interests of financial speculators and industrial barons, rather than by a
social plan, when the latter could employ the entire workforce and increase
production. This idea posed a political challenge to the capitalist system.
The Depression saw the rise of progressive movements the world over to
overthrow the existing order and replace it with an alternative order.
Among the imperialist countries, the US failed to bring about a real
recovery with its much-trumpeted but actually limited New Deal. It was
German monopoly capital that succeeded in bringing about full recovery of
the German economy and full employment of its workforce, by resorting to
fascism and war. World War II succeeded in solving the problem of
unemployment and underutilisation of productive capacity in all imperialist
countries for some time, by mobilising the entire industrial capacity and
workforce for war, killing tens of millions of people, destroying productive
capacity, and creating demand for rebuilding all manner of physical assets.
Short of such horrors, capitalism has found no solution within itself for
its underlying crisis.
Resort to different means to overcome crisis
With the end of the War, excess capacity re-appeared, as did fears of
recession. Moreover, US imperialism felt threatened by the high regard
worldwide for the Soviet Union's role in the War, as well as by the surge in
support to communist parties in Europe. Against this background, the US
revived New Deal policies at home, and implemented the Marshall Plan to
rebuild Europe along welfare capitalist lines.
In one sense, however, peacetime never returned: well after World War II,
military expenditure continued to boost US demand, with regional wars in
Korea, Vietnam, and elsewhere, as well as the Cold War. Other forms of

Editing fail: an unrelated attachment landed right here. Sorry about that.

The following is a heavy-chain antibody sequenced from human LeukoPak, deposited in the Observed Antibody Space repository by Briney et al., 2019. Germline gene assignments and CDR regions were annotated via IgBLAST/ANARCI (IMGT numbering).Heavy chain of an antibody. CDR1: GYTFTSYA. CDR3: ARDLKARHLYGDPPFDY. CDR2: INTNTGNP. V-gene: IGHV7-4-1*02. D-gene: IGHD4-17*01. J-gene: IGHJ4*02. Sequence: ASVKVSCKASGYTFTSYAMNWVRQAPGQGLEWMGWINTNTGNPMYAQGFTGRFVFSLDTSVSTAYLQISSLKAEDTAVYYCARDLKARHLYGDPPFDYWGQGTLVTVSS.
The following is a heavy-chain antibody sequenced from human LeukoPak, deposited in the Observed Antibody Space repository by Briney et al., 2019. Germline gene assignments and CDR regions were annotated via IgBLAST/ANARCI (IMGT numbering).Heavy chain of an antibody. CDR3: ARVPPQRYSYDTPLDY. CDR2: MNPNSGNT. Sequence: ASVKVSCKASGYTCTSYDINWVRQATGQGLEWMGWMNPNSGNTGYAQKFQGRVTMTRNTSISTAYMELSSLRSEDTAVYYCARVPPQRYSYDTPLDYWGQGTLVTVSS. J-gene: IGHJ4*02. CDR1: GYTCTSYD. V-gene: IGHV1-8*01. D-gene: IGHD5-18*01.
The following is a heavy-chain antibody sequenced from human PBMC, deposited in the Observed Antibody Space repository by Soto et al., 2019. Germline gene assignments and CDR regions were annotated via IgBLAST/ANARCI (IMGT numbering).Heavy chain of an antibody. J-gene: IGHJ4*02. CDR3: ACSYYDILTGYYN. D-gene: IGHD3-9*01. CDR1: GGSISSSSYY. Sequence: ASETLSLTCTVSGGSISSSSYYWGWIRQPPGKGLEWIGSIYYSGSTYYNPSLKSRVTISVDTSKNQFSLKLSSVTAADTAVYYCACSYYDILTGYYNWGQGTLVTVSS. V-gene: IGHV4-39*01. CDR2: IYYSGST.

government expenditure grew too. Further, the aggressive promotion of the
automobile industry and rampant consumerism sustained demand for a
considerable time (the growing army in marketing and retail added to this).
But finally, from the seventies, the US-led bloc of imperialist economies
turned increasingly to the expansion of the financial sector as a means of
stimulating the economy.2
The financial sector did so by expanding all sorts of debt and speculation.
Household debt for houses, cars, and consumer durables stimulated mass
consumption. Financial sector debt increased the flows of finance to various
speculative markets, hiked the prices of shares and real estate, and thus
stimulated construction activity as well as consumer spending by those whose
shares or houses had appreciated in value.
The financial sector itself created employment for a sizeable staff of
high-spending parasites. And government debt funded US imperialism's bloated
military expenditures, from Vietnam to Afghanistan. The US has been able to
expand its debt endlessly by borrowing abroad. As the US dollar has remained
the leading international currency, other countries have been willing to